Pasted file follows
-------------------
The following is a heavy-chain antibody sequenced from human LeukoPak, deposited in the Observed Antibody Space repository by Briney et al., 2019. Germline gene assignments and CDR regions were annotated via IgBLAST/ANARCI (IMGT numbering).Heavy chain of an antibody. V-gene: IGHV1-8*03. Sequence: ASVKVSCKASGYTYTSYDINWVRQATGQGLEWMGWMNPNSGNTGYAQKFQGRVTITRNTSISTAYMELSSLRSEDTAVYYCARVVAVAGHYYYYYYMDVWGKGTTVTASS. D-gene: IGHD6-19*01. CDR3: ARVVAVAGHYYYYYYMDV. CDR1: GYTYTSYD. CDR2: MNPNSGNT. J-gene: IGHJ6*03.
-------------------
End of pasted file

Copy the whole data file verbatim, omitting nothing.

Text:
The following is a heavy-chain antibody sequenced from human LeukoPak, deposited in the Observed Antibody Space repository by Briney et al., 2019. Germline gene assignments and CDR regions were annotated via IgBLAST/ANARCI (IMGT numbering).Heavy chain of an antibody. V-gene: IGHV1-8*03. Sequence: ASVKVSCKASGYTYTSYDINWVRQATGQGLEWMGWMNPNSGNTGYAQKFQGRVTITRNTSISTAYMELSSLRSEDTAVYYCARVVAVAGHYYYYYYMDVWGKGTTVTASS. D-gene: IGHD6-19*01. CDR3: ARVVAVAGHYYYYYYMDV. CDR1: GYTYTSYD. CDR2: MNPNSGNT. J-gene: IGHJ6*03.